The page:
Tired of carb confusion? Some experts say people with diabetes should eat as few as possible. The ADA says they’re OK, just keep track of them. I wrote two weeks ago that vinegar can help with carbohydrate metabolism. What’s the real story?
My quest to understand carbohydrates and diabetes has taken me into the realm of bariatric surgeries, all kinds of diets, and most recently, vinegar. I think I’m finally starting to understand what’s happening with carbs, and I hope you can use some of these ideas.
Carbohydrates are sugars, starches, and fiber. For most people, they are the main source of energy, because our cells use simple sugars as fuel. Starches and complex sugars have to be broken down into simple sugar before they can be used for fuel.
In the old days, people had to grab carbs wherever they could. Roots and stems and leaves, mangy fruits with thick skins, things like that. Lots of fiber, which doesn’t break down into sugar. We had to chew them up for a long time just to be able to swallow them. Then our stomachs and intestines had to work on them for hours to break them down to the point where we could absorb and use them. By the time this happened, the food would have reached the far end of the small intestine or “distal ileum.”
Our intestines evolved to handle the very complicated and fibery carbs that our ancestors ate. So most of the glands that tell the pancreas to produce insulin and that tell the liver and muscles to cooperate with the insulin, are in the distal ileum, waiting for carbs to show up and stimulate them.
Unfortunately, almost none of the carbs we eat now ever reach the distal ileum. Most modern carbs come from grains and sugars. Grains are grass seeds, like wheat, rice, and corn. The seeds usually have been ground up into flour, fine powders that are quickly absorbed.
In many cases, we skip the starches entirely and go right to the sugars, which may get into our system even faster. Even when we eat starchy vegetables like potatoes or squash, or whole fruits, we usually don’t eat the skins, which aren’t as tough as skins used to be anyway.
So those important glands in the distal ileum don’t get turned on, because the starches and sugars are all absorbed before they get there. The result, for genetically sensitive people, is impaired insulin production and increased insulin resistance. That, I suspect, is why bariatric surgeries have been effective for diabetes. It has nothing to do with weight loss. It’s rearranging the digestive tract so that carbs do make it to the distal ileum.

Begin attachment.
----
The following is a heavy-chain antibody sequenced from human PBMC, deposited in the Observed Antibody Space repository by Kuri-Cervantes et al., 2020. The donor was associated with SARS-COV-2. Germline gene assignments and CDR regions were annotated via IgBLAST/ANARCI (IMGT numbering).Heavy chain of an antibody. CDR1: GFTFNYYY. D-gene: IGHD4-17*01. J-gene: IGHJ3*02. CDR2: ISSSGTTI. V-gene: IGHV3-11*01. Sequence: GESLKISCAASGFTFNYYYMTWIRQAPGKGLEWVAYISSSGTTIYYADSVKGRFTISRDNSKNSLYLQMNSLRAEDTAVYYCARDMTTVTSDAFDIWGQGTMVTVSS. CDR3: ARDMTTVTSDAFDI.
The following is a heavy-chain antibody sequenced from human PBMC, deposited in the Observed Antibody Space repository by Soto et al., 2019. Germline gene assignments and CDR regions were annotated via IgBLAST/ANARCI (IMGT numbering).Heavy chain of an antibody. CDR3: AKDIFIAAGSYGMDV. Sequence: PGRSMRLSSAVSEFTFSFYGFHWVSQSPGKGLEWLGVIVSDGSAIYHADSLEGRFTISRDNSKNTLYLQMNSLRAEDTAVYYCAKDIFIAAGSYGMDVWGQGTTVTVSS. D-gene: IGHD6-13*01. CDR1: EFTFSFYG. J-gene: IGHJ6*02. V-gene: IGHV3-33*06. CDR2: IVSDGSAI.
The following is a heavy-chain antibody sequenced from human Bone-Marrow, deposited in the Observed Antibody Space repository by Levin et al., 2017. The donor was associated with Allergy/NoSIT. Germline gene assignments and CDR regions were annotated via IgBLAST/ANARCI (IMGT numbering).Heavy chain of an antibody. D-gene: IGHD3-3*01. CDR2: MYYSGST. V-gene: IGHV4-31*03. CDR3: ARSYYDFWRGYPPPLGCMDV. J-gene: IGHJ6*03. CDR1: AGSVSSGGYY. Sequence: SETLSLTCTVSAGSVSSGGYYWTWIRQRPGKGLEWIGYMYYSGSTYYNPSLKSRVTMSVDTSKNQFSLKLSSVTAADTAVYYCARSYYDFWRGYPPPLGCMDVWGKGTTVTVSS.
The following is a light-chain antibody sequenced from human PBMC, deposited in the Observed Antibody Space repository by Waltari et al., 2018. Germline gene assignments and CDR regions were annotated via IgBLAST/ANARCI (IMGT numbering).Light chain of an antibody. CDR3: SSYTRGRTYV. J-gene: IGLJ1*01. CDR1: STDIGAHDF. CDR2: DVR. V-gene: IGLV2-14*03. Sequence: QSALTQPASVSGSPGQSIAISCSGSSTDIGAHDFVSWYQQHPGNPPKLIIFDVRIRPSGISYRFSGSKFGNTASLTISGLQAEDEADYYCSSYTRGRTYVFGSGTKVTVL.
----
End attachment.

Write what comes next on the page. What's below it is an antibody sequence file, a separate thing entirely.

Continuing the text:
One of the hormones that distal ileum glands produce is Glucagon-like peptide 1 (GLP-1.) Writing in the journal Clinical Diabetes, doctors Kathleen Dungan and John Buse write that GLP-1 “stimulates glucose-dependent insulin release from the pancreatic islets. In addition, it is thought to… slow gastric emptying… stimulate beta-cell proliferation… and improve satiety.” (Meaning you will feel full faster.)
GLP-1 is too fast acting to be a good drug. But drugs like exenatide (brand name Byetta) mimic GLP-1 but last longer. Such drugs can help replace GLP-1, but not as well as the original. And what about the distal ileum’s other chemicals? Are we going to replace them with drugs, too?
So if you’re not having surgery — and I’d rather you didn’t — what kind of carbs will make it to the distal ileum? Will whole grains do it, or sprouted grains, or anything at all? I’m gong to report on that in a couple of weeks, and I’d like to hear first about your relationship with carbs.
But vinegar seems to have many of the same benefits as GLP-1, in stimulating insulin production, slowing carb absorption, and decreasing insulin resistance in the liver. I think vinegar might signal the distal ileum to produce hormones like GLP-1. So it may be, as I wrote two weeks ago, that vinegar is one way to get around the carb puzzle. It’s not a cure, and it doesn’t seem to work for everyone, but for many, it’s may be a very valuable way to deal with carbs.